Though I haven't done it myself, I imagine it takes guts to write a book about money. We Christians are fond of judging one another's holiness based on material possessions or lack thereof. One problem, then, is that the minute you open your mouth about your dire financial straits, you bump into someone even worse off—someone who has to buy scratchier toilet paper, whose debt is higher, who genuinely has nowhere to live.
Another similar problem is that writing and publishing a book—at least in theory—requires the luxury of time and connections that many poor people simply don't have. Poverty can be as much a systemic and cultural problem as a matter of individual choices and unfortunate circumstances. One man's broke might be another man's affluent.
Finally, it stands to reason that a book about money, no matter its subtitle, will mostly attract people who need money. Most people who need money, even those who are trying to practice contentment, are looking for ways to get more money. Readers might expect a how-to guide. Some will come away dissatisfied.
All this is to say, my hat's off to Caryn Rivadeneira for gamely giving this genre a shot. In Broke: What Financial Desperation Revealed about God's Abundance (InterVarsity Press), Rivadeneira tells stories from her family's bout with financial insecurity and describes how the ordeal drew her into a deeper relationship with God. The family never landed on the street, and their struggles, she tells us, owed more to unfortunate circumstances and a few bad choices than to the larger social issues around poverty.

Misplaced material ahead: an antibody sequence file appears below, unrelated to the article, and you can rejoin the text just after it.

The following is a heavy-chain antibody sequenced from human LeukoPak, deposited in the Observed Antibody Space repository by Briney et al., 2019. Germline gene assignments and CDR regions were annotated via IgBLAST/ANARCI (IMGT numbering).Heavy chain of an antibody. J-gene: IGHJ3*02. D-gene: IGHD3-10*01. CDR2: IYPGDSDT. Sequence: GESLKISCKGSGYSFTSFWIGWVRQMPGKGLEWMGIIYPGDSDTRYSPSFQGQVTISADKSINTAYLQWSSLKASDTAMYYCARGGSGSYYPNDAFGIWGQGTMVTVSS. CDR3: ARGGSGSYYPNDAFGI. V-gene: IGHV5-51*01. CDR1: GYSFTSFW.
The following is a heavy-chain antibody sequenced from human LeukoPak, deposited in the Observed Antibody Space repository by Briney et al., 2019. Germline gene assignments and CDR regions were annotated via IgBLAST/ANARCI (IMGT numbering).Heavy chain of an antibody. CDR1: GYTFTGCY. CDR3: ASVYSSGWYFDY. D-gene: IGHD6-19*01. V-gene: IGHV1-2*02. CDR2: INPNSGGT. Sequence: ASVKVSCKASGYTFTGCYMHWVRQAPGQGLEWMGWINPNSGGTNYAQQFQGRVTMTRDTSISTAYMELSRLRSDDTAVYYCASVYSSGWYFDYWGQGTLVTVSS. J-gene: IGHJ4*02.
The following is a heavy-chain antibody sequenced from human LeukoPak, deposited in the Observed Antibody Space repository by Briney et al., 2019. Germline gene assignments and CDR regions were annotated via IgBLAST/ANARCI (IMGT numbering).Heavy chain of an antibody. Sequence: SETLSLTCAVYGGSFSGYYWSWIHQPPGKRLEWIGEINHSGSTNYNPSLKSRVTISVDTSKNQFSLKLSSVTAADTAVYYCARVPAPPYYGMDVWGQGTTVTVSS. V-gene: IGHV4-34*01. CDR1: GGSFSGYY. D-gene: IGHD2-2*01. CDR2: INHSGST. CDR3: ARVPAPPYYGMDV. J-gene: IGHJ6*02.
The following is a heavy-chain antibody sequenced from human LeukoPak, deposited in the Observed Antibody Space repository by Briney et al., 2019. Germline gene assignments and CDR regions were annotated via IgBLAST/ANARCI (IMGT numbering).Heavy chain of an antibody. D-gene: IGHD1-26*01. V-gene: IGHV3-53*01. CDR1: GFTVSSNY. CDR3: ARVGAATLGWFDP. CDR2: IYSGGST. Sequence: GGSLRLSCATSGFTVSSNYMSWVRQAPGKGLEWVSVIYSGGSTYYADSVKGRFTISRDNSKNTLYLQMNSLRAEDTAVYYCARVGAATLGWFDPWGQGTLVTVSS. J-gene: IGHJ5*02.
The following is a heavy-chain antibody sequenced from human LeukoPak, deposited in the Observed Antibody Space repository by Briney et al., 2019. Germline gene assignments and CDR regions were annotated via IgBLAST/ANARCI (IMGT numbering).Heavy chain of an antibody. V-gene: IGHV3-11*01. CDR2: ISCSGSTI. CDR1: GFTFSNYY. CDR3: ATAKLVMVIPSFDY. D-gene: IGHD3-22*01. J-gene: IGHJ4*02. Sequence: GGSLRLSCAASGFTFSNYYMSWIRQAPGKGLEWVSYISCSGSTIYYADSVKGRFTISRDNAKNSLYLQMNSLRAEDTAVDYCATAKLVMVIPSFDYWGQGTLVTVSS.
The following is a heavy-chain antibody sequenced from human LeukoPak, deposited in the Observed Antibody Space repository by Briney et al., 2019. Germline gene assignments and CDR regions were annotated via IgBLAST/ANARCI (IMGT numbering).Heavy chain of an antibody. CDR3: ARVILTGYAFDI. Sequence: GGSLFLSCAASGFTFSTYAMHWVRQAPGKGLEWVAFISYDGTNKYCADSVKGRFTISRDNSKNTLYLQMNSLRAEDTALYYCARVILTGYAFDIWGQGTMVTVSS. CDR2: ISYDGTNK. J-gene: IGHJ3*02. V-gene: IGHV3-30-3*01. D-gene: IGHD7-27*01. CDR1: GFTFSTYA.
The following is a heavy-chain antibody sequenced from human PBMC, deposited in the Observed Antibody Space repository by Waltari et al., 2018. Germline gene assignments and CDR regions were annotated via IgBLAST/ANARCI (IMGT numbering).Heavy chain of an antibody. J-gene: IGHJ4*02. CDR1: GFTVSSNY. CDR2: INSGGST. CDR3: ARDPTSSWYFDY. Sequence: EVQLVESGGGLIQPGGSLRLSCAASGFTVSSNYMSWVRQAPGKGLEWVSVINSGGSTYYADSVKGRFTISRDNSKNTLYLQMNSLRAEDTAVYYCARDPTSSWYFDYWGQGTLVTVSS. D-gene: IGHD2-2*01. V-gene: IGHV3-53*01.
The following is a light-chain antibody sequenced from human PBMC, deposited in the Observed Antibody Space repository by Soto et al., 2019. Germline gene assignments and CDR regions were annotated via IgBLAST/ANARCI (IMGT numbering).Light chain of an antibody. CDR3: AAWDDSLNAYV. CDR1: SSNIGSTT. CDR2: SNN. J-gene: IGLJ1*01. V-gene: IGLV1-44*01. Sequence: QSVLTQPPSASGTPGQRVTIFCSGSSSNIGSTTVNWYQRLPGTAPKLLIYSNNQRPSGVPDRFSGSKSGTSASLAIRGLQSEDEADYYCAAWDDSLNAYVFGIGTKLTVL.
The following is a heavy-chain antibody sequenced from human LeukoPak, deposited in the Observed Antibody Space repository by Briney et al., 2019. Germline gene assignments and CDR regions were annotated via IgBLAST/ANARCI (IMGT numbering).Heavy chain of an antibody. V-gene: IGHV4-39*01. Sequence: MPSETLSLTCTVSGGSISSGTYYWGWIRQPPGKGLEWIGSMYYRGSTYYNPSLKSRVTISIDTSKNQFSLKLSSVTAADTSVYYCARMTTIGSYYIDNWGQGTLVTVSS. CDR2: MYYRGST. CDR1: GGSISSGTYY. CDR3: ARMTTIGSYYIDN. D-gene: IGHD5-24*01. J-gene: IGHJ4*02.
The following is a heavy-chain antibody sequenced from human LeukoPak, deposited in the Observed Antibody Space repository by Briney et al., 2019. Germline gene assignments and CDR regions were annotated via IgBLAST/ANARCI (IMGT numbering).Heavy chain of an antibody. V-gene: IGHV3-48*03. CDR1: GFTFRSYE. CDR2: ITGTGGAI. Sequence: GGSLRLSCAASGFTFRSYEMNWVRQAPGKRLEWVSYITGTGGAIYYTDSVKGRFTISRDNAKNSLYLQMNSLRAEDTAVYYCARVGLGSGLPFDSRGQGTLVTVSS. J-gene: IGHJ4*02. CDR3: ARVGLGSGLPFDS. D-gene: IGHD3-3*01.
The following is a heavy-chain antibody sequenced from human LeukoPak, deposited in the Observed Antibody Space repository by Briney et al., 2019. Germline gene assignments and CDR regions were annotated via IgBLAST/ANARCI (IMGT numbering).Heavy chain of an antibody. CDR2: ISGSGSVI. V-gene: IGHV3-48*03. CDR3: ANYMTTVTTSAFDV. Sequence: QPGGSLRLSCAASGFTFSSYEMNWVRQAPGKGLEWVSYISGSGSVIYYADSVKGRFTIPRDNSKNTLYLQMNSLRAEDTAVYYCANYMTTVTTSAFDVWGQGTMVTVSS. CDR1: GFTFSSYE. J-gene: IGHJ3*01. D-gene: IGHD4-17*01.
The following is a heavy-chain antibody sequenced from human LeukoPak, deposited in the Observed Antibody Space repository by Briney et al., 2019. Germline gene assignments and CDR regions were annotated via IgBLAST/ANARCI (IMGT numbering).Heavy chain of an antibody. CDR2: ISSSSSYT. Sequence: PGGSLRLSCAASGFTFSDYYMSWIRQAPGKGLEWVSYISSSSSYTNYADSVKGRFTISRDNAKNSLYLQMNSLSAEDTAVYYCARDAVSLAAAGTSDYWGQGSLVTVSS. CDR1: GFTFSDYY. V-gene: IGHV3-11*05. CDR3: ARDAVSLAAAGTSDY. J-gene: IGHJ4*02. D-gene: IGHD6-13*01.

But that doesn't make the spiritual panic any less real. Anyone who has eyed a mounting pile of bills or grown up in a family where money is tight knows the feeling. Seeing guys asking for a buck on the subway six times a day didn't keep me from lying awake many nights last summer, staring at the ceiling, calculating again and again whether we'd have enough to cover rent, bills, student loans, and food that month. (We did.)
Broke isn't about reevaluating your financial priorities or calculating how much to put in savings each month. It isn't even really about how to avoid winding up in a jam. Instead, Rivadeneira does a tricky thing well: She alternates between the minute details of her own stories and 30,000-foot observations about their implications for our relationship with the Great Provider.
This strategy mostly works, and Rivadeneira is not afraid to be the bad guy—the one who needs a big attitude adjustment. If the book has a weakness, it's that the narrative jumps around a bit too much for the reader to simply read from start to finish. It's never totally clear what happened, and why, and whether it really got fixed. These are things readers might find interesting.
Then again, readers might look at Rivadeneira's story and come away unimpressed. They might wonder whether her situation was desperate enough to generate legitimate lessons about financial desperation. That would be a shame. Because the spiritual lessons found in Broke, while often simple, are still profound—particularly when they challenge us to shift our perception of what counts as "abundance." As a devotional or small-group reading, to be chewed over in bits and pieces, Broke can challenge us to re-center our perspective. It's a reminder that no matter how small our struggles, God's abundance is great.
Alissa Wilkinson is CT's chief film critic, assistant professor of English and humanities at The King's College, and editor of QIdeas.org.
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